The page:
I remembered the first time I came home for the holidays after years of being away — living in the same conditions Dave wrote about. A lifetime ago I had traveled to a South American country to live and to teach. The first thing my contemporaries did was introduce me to the “real” people. I spent a week living with a family in their favela home. One of those nights there was a rains storm and I remember waking up to the rain pouring down on me right through the tile roof. No one got any sleep that night. That was the beginning of my respect for those people – the mulatto. That was the begininning of a people that took me in and accepted me as their equal.
I didn’t appreciate that gift until much later. I was reminded of my efforts to secure a permanent visa. From where I lived to the government offices required an hours bus ride. We’re not talking about a bus where everyone sat and enjoyed the ride. We’re talking about a bus that was a sardine can, so cramned full of people there was no room to actually breath in tropical temperatures. I did everything I was legally supposed to do until I reached the desk of the one administrator that was to sign and issue me my permanent visa. I was only in country a month or so and spoke nothing of the native language and this government official spoke absolutely no english. He would write down what he wanted me to do and promptly dismiss me. When I got his instructions translated I was directed to do something extreme, but for very little value. It took me nearly six months to complete everything he wanted, but to no avail. I could not get his signature.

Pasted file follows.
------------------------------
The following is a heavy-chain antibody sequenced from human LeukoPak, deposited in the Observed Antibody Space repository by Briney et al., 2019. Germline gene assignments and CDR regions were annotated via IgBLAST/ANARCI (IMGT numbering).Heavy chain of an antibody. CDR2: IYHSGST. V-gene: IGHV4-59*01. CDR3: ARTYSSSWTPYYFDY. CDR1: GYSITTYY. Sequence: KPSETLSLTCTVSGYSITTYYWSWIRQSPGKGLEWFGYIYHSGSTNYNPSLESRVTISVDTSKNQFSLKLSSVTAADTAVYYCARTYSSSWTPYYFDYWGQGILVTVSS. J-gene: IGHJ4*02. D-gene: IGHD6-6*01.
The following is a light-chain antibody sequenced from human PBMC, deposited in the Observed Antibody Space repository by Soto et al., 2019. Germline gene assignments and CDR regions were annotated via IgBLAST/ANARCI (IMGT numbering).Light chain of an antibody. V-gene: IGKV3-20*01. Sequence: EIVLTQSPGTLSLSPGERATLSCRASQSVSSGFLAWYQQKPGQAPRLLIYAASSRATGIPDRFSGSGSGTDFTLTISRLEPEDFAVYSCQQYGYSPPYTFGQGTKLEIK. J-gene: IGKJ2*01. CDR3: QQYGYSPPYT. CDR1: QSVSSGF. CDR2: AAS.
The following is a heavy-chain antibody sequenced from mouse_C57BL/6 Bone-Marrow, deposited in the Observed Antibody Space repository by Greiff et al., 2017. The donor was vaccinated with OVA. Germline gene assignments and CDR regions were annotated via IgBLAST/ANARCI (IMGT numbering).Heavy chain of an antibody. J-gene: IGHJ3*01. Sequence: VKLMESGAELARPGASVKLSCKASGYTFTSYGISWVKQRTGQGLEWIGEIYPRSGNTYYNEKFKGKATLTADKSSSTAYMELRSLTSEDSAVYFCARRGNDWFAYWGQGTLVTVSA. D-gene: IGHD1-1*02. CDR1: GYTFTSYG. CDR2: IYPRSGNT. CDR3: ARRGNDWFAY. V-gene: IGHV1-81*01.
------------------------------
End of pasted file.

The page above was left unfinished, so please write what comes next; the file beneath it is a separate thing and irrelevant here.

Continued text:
Finally, in desparation I went to a man I knew that was an attorney. Only I didn’t know he was an attorney. By this time I was beginning to speak the native language. He looked at what I showed him and laughed. He then asked me if I had a certain monetary note, the equivilent of about $20.00. He then told me to include that note in the paperwork and submit it to the officer on my next appointment. To my amazement, the government official in perfect English said: “Welcome to “***” Mr. “***.” You will do well here.” He then handed me my signed and stamped Permanent Visa. Inside that Permanent Visa, I found later, was the monetary note I had given him.
He could have given me my Permanent Visa at any time. Instead he first wanted to see if I would learn and appreciate his customs and try to fit in. He wanted to see if giving me the right to live permanently in his country was justified. In due course I left that country and found a mate in my country that justified my existence. I thought to return many times, but could never deny my own heritage.
For that gift, I thank those at the Times-Standard for offering “Dave’s People.” In that, I thank Dave for helping me remember the gift given me a lifetime ago.